HORRY COUNTY, SC (WMBF) – Viewers have reached out to WMBF News about why some local bus pick-up and drop-off schedules are inconsistent.
Horry County Schools have seen many changes in the last year. While welcoming five new schools - although only three of them opened - the district said adding even one school changes all bus routes and times.
The most delays and issues are being seen in the St. James and Socastee areas.
Jim Wright is HCS' executive director of transportation. He said that, unlike previous years, much of the St. James area is seeing bus pick-up times as early as 6 and 6:10 a.m.
While normal for most other schools, it wasn't for St. James.
Wright said bus routes and routines are changed almost daily as students continue to sign up to ride the bus. He added most school districts have a 'cut-off' date to sign up as a bus rider. Horry County does not.
"You can come in and register your child today, and we'll get them on the bus this afternoon," Wright said.
However, getting a child on the bus mid-school year doesn't come without its domino effect to other students and their families, as adding more children and stops shuffles times and routes.
Wright said district officials also factor in weather, construction and traffic into holdups as well, specifically construction delays on S.C. 707.
According to Wright, the district transports 4,000 students by bus daily on 363 buses. He said improvements to times and routes could be drastically improved if parents would sign their student up as a bus rider at least three weeks before the first day of school.
Many parents, he said, wait until open house or after school starts. Students who just signed up to ride the bus today will affect another child's route tomorrow.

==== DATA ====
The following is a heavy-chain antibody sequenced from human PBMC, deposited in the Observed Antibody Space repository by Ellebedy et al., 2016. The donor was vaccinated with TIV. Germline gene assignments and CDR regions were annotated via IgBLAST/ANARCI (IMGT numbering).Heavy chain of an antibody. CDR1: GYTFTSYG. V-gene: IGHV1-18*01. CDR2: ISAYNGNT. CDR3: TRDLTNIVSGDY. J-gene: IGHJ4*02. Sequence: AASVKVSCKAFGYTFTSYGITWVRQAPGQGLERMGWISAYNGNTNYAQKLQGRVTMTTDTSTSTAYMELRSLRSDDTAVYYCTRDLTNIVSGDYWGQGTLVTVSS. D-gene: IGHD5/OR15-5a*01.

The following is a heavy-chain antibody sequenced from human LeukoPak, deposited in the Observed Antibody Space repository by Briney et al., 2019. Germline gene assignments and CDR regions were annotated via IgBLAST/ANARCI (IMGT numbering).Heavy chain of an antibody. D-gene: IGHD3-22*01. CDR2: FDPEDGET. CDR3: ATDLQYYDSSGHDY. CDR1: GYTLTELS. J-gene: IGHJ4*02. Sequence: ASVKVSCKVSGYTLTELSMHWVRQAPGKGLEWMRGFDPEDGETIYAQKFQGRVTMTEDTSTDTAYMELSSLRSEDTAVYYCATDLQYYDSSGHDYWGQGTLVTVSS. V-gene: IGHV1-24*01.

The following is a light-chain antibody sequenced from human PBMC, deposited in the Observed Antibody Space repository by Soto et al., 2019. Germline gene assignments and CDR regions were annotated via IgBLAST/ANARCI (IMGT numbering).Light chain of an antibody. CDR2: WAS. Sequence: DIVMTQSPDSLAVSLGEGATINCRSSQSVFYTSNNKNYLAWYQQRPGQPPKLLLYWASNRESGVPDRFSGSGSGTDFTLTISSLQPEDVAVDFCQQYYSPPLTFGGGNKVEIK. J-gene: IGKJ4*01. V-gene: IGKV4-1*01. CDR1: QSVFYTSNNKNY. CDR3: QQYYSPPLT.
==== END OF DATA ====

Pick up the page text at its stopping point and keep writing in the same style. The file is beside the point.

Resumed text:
Wright also encouraged parents to be outside their pick-up location 10 to 15 minutes before the scheduled pick-up time.
"We get calls all the time, 'This bus is overloaded, overloaded, overloaded.' You go in and count, it's not overloaded," Wright said. "Is it crowded? Sure, it's crowded. Some people don't like to sit that tight together, you know. But, it's not overloaded by any standards that we have."
He added that buses have different capacities. While those carrying elementary school students are filled to full capacity, buses carrying high schoolers only fill to 75 percent capacity.
If a bus is found to be overcrowded, adjustments will be made, Wright said.
While he admitted the beginning of the school year is always difficult, Wright said the new schools brought more challenges to this school year.
The blending of schools and the creation of new ones mixed routes, forcing longer bus times. Wright noted that the district's bus driver shortage also makes operations difficult.
As of Thursday, there were 29 bus driver vacancies with Horry County Schools. The St. James and Socastee area schools were short 13 bus drivers.
"Driving school buses is very, very difficult," Wright said. "They do not get enough praise for what they do and how difficult that job is."
A lack of bus drivers, not including employees who call out sick, leads to daily reshuffling and can also change a child's bus times.
Wright said the district is looking at different ways to recruit people who want to be career bus drivers. One way is with a salary study.
District bus driver make between $12.07 and $16.40 an hour, according to Wright. While considered "middle of the range" for the income, he said the district lost some drivers to Coastal Carolina University and limousine companies, who offer higher pay and perks HCS cannot offer.
However, HCS is holding monthly bus driver training classes now. Anyone who is interested should call (843) 488-6957 and ask for Diane Taylor.